Initially it appeared that these requests were ignored. Now, Forest Service Chief Dale Bosworth has identified unmanaged recreation, particularly off-road vehicle use, as one of the four great threats to our National Forests. In this assessment, Chief Bosworth joins his predecessor Mike Dombeck, who singled out ATVs as among the major threats to America’s forests and other public lands many years ago. The National Forest Service is currently in the process of rewriting regulations governing the use of dirt bikes, ATVs and other off-road vehicles on National Forests and Grasslands. Community Town Hall meetings are taking place across the United States as land use managers update their Travel Management Plans.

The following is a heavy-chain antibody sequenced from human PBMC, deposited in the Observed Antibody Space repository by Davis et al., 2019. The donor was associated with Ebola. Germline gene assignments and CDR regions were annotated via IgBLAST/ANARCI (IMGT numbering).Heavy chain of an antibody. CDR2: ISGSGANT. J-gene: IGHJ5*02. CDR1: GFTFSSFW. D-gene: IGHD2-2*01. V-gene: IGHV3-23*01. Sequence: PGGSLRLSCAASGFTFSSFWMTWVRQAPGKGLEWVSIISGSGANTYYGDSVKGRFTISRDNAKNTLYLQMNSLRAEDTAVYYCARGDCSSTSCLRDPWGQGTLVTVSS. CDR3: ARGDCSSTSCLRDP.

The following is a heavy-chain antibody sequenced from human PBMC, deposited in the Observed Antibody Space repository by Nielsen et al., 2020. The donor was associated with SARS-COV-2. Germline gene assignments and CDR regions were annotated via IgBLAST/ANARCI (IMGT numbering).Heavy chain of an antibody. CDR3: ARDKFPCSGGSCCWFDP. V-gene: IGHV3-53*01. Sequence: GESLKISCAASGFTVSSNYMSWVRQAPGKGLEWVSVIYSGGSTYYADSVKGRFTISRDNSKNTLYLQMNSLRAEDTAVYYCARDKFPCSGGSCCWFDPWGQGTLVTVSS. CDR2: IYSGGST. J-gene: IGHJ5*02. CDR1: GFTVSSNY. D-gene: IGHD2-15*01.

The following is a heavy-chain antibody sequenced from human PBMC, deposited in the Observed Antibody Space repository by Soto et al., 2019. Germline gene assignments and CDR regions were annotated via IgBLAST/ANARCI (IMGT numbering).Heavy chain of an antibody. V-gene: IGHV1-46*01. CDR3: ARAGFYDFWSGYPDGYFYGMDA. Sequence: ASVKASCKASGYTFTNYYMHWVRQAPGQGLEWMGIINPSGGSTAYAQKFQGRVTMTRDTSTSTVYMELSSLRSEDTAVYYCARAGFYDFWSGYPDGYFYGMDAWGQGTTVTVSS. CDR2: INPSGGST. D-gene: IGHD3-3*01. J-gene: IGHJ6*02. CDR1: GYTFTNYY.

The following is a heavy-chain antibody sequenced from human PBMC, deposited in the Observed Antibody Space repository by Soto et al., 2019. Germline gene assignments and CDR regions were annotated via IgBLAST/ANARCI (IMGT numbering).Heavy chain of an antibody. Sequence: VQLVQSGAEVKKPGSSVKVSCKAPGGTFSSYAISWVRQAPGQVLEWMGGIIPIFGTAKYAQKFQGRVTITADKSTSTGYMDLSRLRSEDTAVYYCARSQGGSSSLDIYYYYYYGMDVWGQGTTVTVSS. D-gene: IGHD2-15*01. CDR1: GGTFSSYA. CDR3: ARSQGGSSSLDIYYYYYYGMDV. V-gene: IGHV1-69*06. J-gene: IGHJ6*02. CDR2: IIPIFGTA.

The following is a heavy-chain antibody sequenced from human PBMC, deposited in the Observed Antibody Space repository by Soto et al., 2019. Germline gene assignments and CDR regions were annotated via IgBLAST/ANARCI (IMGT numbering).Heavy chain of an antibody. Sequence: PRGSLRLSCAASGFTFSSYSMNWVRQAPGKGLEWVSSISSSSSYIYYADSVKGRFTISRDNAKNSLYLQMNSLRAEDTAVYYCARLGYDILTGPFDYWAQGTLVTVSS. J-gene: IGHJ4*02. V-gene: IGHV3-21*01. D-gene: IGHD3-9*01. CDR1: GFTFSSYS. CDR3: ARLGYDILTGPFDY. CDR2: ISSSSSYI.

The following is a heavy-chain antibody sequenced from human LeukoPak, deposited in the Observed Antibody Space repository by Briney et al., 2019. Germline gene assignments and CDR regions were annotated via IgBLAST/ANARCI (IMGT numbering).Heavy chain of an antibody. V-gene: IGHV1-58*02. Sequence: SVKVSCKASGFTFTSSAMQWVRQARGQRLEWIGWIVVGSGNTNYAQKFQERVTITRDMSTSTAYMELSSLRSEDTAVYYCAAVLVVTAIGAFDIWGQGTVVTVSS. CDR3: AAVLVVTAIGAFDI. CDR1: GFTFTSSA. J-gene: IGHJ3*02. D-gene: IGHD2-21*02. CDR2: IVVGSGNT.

Meanwhile, local grassroots groups are joining with state and national conservationist organizations, such as the QUC with The Colorado Mountain Club, The Southern Rockies Conservations Alliance (SRCA) and The Wilderness Society to further the Quiet Use movement. Non-traditional allies such as long-time ranchers and bow-hunters have swelled the ranks, and two landmark conferences have been held to address Quiet Use issues. In February 2005, the Quiet Use Coalition, the Colorado Mountain Club and the Southern Rockies Conservation Alliance sponsored a weekend conference at the Monarch Mountain Lodge in Chaffee County. Fifty-seven conservationists representing twenty-five organizations and concerned citizens from across the Rocky Mountain region joined forces in this forum to discuss ways to protect and preserve quiet recreation on our public lands.